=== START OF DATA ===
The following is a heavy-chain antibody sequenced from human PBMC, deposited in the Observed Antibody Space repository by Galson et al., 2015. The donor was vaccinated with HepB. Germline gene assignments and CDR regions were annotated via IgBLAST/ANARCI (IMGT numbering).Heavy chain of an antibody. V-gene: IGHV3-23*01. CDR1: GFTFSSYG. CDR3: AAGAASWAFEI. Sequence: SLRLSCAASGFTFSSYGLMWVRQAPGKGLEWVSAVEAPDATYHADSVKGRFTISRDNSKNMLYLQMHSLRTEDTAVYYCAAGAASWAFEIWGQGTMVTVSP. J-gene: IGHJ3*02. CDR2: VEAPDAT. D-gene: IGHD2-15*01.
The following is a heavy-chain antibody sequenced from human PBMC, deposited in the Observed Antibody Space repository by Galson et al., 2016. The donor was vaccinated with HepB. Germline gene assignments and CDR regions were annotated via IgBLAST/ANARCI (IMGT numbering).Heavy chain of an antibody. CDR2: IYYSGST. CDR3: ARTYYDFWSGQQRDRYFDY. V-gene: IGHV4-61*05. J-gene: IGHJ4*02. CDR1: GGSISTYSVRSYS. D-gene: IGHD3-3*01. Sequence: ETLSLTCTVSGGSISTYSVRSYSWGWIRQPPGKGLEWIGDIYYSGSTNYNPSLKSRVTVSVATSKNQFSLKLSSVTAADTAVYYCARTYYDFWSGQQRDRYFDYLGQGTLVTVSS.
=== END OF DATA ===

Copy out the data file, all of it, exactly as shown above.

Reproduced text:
The following is a heavy-chain antibody sequenced from human PBMC, deposited in the Observed Antibody Space repository by Galson et al., 2015. The donor was vaccinated with HepB. Germline gene assignments and CDR regions were annotated via IgBLAST/ANARCI (IMGT numbering).Heavy chain of an antibody. V-gene: IGHV3-23*01. CDR1: GFTFSSYG. CDR3: AAGAASWAFEI. Sequence: SLRLSCAASGFTFSSYGLMWVRQAPGKGLEWVSAVEAPDATYHADSVKGRFTISRDNSKNMLYLQMHSLRTEDTAVYYCAAGAASWAFEIWGQGTMVTVSP. J-gene: IGHJ3*02. CDR2: VEAPDAT. D-gene: IGHD2-15*01.
The following is a heavy-chain antibody sequenced from human PBMC, deposited in the Observed Antibody Space repository by Galson et al., 2016. The donor was vaccinated with HepB. Germline gene assignments and CDR regions were annotated via IgBLAST/ANARCI (IMGT numbering).Heavy chain of an antibody. CDR2: IYYSGST. CDR3: ARTYYDFWSGQQRDRYFDY. V-gene: IGHV4-61*05. J-gene: IGHJ4*02. CDR1: GGSISTYSVRSYS. D-gene: IGHD3-3*01. Sequence: ETLSLTCTVSGGSISTYSVRSYSWGWIRQPPGKGLEWIGDIYYSGSTNYNPSLKSRVTVSVATSKNQFSLKLSSVTAADTAVYYCARTYYDFWSGQQRDRYFDYLGQGTLVTVSS.